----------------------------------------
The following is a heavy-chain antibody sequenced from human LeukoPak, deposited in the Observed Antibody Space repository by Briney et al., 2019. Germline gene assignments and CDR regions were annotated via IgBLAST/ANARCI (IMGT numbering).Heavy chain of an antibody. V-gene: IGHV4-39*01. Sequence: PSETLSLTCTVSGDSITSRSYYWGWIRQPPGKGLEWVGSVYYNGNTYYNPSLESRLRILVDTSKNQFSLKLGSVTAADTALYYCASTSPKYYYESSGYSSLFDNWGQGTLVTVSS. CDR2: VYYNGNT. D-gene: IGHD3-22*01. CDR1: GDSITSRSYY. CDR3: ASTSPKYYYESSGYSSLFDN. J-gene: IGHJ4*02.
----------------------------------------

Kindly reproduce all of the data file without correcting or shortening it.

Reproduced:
The following is a heavy-chain antibody sequenced from human LeukoPak, deposited in the Observed Antibody Space repository by Briney et al., 2019. Germline gene assignments and CDR regions were annotated via IgBLAST/ANARCI (IMGT numbering).Heavy chain of an antibody. V-gene: IGHV4-39*01. Sequence: PSETLSLTCTVSGDSITSRSYYWGWIRQPPGKGLEWVGSVYYNGNTYYNPSLESRLRILVDTSKNQFSLKLGSVTAADTALYYCASTSPKYYYESSGYSSLFDNWGQGTLVTVSS. CDR2: VYYNGNT. D-gene: IGHD3-22*01. CDR1: GDSITSRSYY. CDR3: ASTSPKYYYESSGYSSLFDN. J-gene: IGHJ4*02.